The Polynesian Voyaging Society (PVS) was founded in 1973 to carry out an experiment that would help answer some questions: how did the Polynesians settle the far-flung islands of the mid-Pacific – by accident or by design? Did their canoes and their knowledge of navigation enable them to sail purposefully over the vast sea distances between Pacific islands?

PVS began with the building of a replica of a Hawaiian voyaging canoe, Hōkūle‘a, launched in 1975, to explore the seafaring heritage and the voyaging routes of our ancestors.

Photo by Monte Costa

Since its first voyage to Tahiti in 1976, PVS has journeyed across the islands of Hawai'i, from Cape Kumukahi and Ka Lae on the Big Island to Papahānaumokuākea; to the far corners of Polynesia (Aotearoa and Rapanui); from Vancouver south to San Diego and north to Alaska; and through Micronesia to Japan.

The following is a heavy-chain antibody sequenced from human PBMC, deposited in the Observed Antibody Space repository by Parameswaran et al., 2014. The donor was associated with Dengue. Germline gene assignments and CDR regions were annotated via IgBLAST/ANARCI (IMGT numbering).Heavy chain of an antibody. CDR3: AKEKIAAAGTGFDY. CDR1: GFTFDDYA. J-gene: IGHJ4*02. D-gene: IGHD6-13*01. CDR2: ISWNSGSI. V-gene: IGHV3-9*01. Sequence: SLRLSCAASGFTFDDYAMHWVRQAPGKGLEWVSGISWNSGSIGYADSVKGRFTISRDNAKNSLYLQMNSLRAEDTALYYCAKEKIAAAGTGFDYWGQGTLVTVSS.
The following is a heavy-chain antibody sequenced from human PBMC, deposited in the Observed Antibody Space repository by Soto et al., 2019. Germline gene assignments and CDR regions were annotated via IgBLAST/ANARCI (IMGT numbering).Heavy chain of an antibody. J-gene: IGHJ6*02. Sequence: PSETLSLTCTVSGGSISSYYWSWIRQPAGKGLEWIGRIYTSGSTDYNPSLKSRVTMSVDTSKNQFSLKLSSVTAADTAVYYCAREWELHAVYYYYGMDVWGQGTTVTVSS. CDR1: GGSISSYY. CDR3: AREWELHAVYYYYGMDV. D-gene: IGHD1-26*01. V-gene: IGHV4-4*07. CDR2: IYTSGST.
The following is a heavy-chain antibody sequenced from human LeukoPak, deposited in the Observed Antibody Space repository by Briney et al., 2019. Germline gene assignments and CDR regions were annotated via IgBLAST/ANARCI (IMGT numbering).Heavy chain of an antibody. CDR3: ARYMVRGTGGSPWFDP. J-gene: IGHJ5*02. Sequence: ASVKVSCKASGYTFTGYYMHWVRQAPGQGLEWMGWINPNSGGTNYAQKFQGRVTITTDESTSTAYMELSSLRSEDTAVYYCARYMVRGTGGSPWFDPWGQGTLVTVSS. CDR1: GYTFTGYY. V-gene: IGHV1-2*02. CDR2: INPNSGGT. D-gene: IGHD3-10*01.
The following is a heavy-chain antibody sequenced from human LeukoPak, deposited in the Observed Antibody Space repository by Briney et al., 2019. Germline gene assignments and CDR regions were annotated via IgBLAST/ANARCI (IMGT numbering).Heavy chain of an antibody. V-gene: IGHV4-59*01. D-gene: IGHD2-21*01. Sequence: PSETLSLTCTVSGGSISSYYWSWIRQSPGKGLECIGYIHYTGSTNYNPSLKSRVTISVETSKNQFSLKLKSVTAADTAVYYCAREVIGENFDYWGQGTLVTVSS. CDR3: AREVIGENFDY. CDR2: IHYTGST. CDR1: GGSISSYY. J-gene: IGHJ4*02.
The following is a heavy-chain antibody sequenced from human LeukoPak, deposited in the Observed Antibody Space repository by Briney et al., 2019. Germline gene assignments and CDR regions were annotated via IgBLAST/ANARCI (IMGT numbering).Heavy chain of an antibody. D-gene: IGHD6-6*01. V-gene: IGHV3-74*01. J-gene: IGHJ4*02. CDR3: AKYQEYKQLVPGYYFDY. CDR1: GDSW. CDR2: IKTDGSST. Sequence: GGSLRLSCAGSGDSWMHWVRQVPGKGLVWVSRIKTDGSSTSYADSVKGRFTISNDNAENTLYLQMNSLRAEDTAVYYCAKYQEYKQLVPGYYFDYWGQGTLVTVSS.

It has explored the ocean of our ancestors in order to rediscover and perpetuate through practice Hawaiian voyaging traditons and values and to bring together communities throughout the Pacific. PVS is dedicated to mālama Hawai‘i and mālama Honua – our planet earth and all its people.

More Information:

Vision and Mission / Current Project: Worldwide Voyage

Holokai / Voyages

Founding of PVS and the Building of Hōkūle‘a / Herb Kawainui Kāne

Founding of PVS and the Building of Hōkūle‘a / Ben Finney

Twenty-Five Years of Voyagin (1975-2000) / Nainoa Thompson